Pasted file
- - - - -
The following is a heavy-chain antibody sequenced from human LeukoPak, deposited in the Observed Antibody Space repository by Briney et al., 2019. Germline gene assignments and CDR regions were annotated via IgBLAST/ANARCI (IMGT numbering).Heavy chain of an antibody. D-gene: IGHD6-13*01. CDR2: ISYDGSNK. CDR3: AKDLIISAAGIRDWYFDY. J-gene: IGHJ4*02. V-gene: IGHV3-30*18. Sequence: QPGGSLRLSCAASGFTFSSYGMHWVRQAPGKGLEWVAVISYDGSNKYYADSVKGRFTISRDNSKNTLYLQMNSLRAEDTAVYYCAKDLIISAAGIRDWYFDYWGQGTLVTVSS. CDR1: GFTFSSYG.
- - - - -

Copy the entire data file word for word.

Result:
The following is a heavy-chain antibody sequenced from human LeukoPak, deposited in the Observed Antibody Space repository by Briney et al., 2019. Germline gene assignments and CDR regions were annotated via IgBLAST/ANARCI (IMGT numbering).Heavy chain of an antibody. D-gene: IGHD6-13*01. CDR2: ISYDGSNK. CDR3: AKDLIISAAGIRDWYFDY. J-gene: IGHJ4*02. V-gene: IGHV3-30*18. Sequence: QPGGSLRLSCAASGFTFSSYGMHWVRQAPGKGLEWVAVISYDGSNKYYADSVKGRFTISRDNSKNTLYLQMNSLRAEDTAVYYCAKDLIISAAGIRDWYFDYWGQGTLVTVSS. CDR1: GFTFSSYG.